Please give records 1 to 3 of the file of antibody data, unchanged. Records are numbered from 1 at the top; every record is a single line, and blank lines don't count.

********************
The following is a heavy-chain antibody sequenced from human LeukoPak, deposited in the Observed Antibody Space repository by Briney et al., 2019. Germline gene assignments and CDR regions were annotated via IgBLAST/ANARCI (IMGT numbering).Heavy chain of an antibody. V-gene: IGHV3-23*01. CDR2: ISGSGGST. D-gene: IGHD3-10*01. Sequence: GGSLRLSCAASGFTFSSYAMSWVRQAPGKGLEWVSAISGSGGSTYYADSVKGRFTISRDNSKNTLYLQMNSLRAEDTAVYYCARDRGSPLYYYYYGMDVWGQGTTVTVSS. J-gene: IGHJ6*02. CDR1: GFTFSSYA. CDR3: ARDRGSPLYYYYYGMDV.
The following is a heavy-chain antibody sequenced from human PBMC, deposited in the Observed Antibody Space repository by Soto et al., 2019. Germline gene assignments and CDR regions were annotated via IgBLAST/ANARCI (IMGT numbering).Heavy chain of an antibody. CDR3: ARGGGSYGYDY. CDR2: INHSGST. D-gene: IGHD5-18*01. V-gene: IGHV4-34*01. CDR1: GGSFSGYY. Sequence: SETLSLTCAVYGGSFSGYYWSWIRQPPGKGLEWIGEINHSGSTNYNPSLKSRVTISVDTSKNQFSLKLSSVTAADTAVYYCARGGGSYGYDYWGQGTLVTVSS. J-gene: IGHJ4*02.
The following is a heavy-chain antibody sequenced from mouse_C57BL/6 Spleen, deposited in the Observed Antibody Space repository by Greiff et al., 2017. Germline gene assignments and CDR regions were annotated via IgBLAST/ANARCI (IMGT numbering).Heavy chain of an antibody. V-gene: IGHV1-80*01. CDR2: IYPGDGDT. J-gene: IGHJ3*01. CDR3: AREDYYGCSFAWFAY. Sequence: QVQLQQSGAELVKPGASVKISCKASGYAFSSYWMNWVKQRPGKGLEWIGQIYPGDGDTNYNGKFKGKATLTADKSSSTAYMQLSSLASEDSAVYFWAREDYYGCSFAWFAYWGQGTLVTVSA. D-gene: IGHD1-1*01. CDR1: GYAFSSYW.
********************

The following is a heavy-chain antibody sequenced from human LeukoPak, deposited in the Observed Antibody Space repository by Briney et al., 2019. Germline gene assignments and CDR regions were annotated via IgBLAST/ANARCI (IMGT numbering).Heavy chain of an antibody. V-gene: IGHV3-23*01. CDR2: ISGSGGST. D-gene: IGHD3-10*01. Sequence: GGSLRLSCAASGFTFSSYAMSWVRQAPGKGLEWVSAISGSGGSTYYADSVKGRFTISRDNSKNTLYLQMNSLRAEDTAVYYCARDRGSPLYYYYYGMDVWGQGTTVTVSS. J-gene: IGHJ6*02. CDR1: GFTFSSYA. CDR3: ARDRGSPLYYYYYGMDV.
The following is a heavy-chain antibody sequenced from human PBMC, deposited in the Observed Antibody Space repository by Soto et al., 2019. Germline gene assignments and CDR regions were annotated via IgBLAST/ANARCI (IMGT numbering).Heavy chain of an antibody. CDR3: ARGGGSYGYDY. CDR2: INHSGST. D-gene: IGHD5-18*01. V-gene: IGHV4-34*01. CDR1: GGSFSGYY. Sequence: SETLSLTCAVYGGSFSGYYWSWIRQPPGKGLEWIGEINHSGSTNYNPSLKSRVTISVDTSKNQFSLKLSSVTAADTAVYYCARGGGSYGYDYWGQGTLVTVSS. J-gene: IGHJ4*02.
The following is a heavy-chain antibody sequenced from mouse_C57BL/6 Spleen, deposited in the Observed Antibody Space repository by Greiff et al., 2017. Germline gene assignments and CDR regions were annotated via IgBLAST/ANARCI (IMGT numbering).Heavy chain of an antibody. V-gene: IGHV1-80*01. CDR2: IYPGDGDT. J-gene: IGHJ3*01. CDR3: AREDYYGCSFAWFAY. Sequence: QVQLQQSGAELVKPGASVKISCKASGYAFSSYWMNWVKQRPGKGLEWIGQIYPGDGDTNYNGKFKGKATLTADKSSSTAYMQLSSLASEDSAVYFWAREDYYGCSFAWFAYWGQGTLVTVSA. D-gene: IGHD1-1*01. CDR1: GYAFSSYW.